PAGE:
Most of us go to work in order to perform tasks in return for some mix of money, status, recognition and job satisfaction. We may be lucky enough to have a job that allows us also to contribute to some greater good; we may enjoy the work itself and the company of our fellow employees, customers or suppliers; we may also choose a particular job because it has the potential to satisfy our career learning objectives. Learning may or may not be the reason we go to work, but it is an inevitable consequence, whether or not the employer or employee makes a deliberate attempt to promote it.
The learning architect has to appreciate the many contexts in which learning takes place within the working environment:
Learning can be formal, in the sense that it is packaged up as a ‘course’, with pre-defined entry requirements, a structured curriculum and content, professional facilitation and some form of assessment. Formal learning interventions can be based on individual study or group work, they can be delivered face-to-face or online, or as some blend of all of these. They play a valuable role in ensuring that employees obtain the critical skills they need to carry out their jobs, although only a small fraction of what employees learn in their working careers can be traced back to these interventions.
Learning can be non-formal, in that, while it prepares the employee to carry out their current or future job responsibilities, it is not so formalised as to constitute a ‘course’. One-to-one approaches, such as on-job instruction, coaching and mentoring constitute the majority of non-formal learning, although employers may also choose to run conferences and short workshops for groups of employees, or to provide resources, such as white papers, podcasts and videos for individual use.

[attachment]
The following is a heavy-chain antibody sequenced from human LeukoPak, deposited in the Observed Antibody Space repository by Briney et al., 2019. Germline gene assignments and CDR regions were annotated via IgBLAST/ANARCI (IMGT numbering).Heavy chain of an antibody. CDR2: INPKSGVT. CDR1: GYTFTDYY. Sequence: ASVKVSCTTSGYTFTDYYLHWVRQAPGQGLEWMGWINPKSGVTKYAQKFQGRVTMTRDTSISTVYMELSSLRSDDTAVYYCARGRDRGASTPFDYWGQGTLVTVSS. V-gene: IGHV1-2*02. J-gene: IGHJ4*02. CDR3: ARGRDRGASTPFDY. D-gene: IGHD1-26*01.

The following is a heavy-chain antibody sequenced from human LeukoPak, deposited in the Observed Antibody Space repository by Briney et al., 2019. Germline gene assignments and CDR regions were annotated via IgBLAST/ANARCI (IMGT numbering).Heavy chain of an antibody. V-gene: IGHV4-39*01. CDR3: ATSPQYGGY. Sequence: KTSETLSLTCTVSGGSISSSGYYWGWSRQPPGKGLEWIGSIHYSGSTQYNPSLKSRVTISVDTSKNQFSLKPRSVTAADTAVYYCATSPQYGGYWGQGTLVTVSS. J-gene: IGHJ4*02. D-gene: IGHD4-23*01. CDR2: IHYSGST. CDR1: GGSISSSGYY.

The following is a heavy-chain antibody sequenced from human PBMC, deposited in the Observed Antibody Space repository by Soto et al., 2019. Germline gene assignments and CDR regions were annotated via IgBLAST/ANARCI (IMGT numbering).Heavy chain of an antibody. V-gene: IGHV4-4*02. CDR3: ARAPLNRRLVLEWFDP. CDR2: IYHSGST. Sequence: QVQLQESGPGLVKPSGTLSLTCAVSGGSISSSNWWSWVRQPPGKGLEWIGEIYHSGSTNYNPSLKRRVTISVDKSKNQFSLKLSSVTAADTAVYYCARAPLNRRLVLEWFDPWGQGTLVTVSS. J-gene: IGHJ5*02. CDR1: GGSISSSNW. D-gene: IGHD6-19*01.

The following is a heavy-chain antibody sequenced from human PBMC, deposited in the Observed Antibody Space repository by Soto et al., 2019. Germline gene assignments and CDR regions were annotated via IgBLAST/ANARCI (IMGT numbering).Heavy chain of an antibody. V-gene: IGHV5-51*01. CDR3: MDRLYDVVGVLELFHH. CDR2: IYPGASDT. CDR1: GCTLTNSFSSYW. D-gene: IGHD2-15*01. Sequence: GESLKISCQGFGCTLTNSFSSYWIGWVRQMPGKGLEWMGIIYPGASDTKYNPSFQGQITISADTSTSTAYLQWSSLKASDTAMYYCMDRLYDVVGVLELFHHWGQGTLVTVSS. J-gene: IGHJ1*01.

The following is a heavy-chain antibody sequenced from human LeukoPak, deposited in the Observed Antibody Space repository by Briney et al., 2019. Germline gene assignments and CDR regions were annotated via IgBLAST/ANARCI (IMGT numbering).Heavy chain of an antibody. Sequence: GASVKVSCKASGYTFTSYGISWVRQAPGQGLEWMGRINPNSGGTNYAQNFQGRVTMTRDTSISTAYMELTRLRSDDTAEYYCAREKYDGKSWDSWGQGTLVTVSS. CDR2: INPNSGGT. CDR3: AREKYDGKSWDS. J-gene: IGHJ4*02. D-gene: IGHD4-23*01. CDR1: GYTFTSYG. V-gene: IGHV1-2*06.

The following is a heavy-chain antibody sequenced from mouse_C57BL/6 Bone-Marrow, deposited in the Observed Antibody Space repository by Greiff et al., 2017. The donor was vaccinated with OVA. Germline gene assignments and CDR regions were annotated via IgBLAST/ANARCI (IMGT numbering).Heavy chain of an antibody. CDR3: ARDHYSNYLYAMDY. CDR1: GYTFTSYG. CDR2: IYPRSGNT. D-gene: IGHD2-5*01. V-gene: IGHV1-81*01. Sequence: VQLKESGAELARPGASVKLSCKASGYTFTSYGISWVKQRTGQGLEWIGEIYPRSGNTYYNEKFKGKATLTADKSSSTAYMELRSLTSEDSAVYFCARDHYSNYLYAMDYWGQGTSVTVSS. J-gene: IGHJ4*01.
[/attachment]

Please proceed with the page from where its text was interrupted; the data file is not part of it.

Learning can be on-demand, in the sense that it occurs as an immediate response to a work-related problem, rather than in advance; it is ‘just-in-time’ rather than ‘just-in case’. In many jobs there is now more to know than can ever be known and such a rapid turnover of knowledge that it simply makes no sense to try and ‘teach’ every aspect of every job up front. On-demand learning can be supported from the top-down through the provision of performance support materials and help desks, or facilitated as a bottom-up activity through search engines, forums and wikis.
Learning can be experiential. Much of what we learn at work does not occur deliberately, as we ‘learn to’ do something to meet a current or future need; rather it occurs as we ‘learn from’ our own experiences and what we observe of the experiences of others. Experiential learning can be allowed to just happen of its own accord, but the new learning architect will want to help create an environment in which it flourishes, to create the true ‘learning organisation’. Employers can support experiential learning in many ways: through job enrichment and rotation, through performance appraisals and project reviews. They can also encourage employees to reflect on their experiences through techniques such as blogging.
Coming next: The learning architect is a professional
See the first part, Architects for Learning
Obtain your copy of The New Learning Architect